Dr. Edward Stadtmauer on the safety and efficacy of anti-CD19 CAR-T cells in advanced MM (ASCO 2015)
Dr. Edward A. Stadtmauer
Abramson Cancer Center
Philadelphia, Pennsylvania USA
Background: CTL019, a 2nd-generation anti-CD19 CAR transduced via lentiviral vector, can induce regression of refractory B cell malignancies. Though multiple myeloma (MM) is reported to be CD19-negative, we hypothesized that CTL019 would exhibit efficacy in MM due to low-level CD19 expression on MM plasma cells (PC) or CD19 expression in drug-resistant, disease-propagating subsets of the MM clone. Here, we report initial results of an ongoing phase 1 study of CTL019 in patients with advanced MM.
Methods: MM patients are eligible if they experienced disease progression within one year of a prior autologous stem cell transplantation (ASCT) and are medically fit to undergo second ASCT. Study therapy consists of 1-5x107CTL019 cells infused 12-14 days after high-dose melphalan + ASCT.
Results: 4 subjects have been treated and have completed 30-220 days of follow-up. Median prior lines of therapy is 7.5 (range 3-10). 3/4 have unfavorable cytogenetics; 1/4 had PC leukemia. Adverse events have included hypogammaglobulinemia (4/4) and grade 1 cytokine release syndrome (1/4). 3 subjects are evaluable for response. In all 3 subjects, CTL019 engraftment was achieved (peak 0.1-0.6% of peripheral blood T cells at days 30-42), and B cells were not detectable by flow cytometry in blood or marrow at day 42. At day 100, subject #1 attained MRD-negative stringent complete response (CR), and Subject #2 attained MRD-negative unconfirmed (due to unevaluable bone marrow core) CR. Response duration in Subject #1 has surpassed the response duration after this subject’s prior ASCT (i.e., remission inversion). 99.95% of Subject #1’s MM PC were CD19-negative by flow cytometry and RTPCR, indicating that efficacy in this subject is not due to direct cytotoxicity of CTL019 against the dominant MM PC population. Subject #3 experienced disease progression at day 43. Updated results on the first 5 subjects will be presented.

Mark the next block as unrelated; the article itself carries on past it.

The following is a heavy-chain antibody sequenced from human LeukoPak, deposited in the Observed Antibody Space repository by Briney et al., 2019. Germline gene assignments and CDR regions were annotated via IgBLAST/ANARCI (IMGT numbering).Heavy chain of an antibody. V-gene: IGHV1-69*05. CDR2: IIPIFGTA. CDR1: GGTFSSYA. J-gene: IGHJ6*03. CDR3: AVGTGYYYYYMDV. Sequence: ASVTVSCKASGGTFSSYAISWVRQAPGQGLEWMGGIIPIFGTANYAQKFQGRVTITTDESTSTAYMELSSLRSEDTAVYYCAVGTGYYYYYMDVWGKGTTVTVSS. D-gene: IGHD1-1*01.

Conclusions: Preliminary data suggest that CTL019 can be manufactured from and safely administered to refractory MM patients. CTL019 can engraft and induce B cell aplasia after salvage ASCT. Ongoing, deep responses in 2 of 3 evaluable subjects are encouraging with respect to potential efficacy. Clinical trial information: NCT02135406
ABOUT EDWARD A. STADTMAUER, MD
Edward A. Stadtmauer, MD is the Director of the Bone Marrow and Stem Cell Transplant Program, as well as Chief of the Hematologic Malignancies Program at the University of Pennsylvania. Board-certified in internal medicine, hematology, and medical oncology, Dr. Stadtmauer is a reviewer for numerous journals and is on the editorial board of the Journal of Clinical Oncology. Dr. Stadtmauer’s writings have appeared in peer-reviewed journals such as Annals of Internal Medicine, Blood, Bone Marrow Transplantation, Journal of Clinical Oncology, New England Journal of Medicine, among others. Visit Dr. Edward Stadtmauer’s full biography.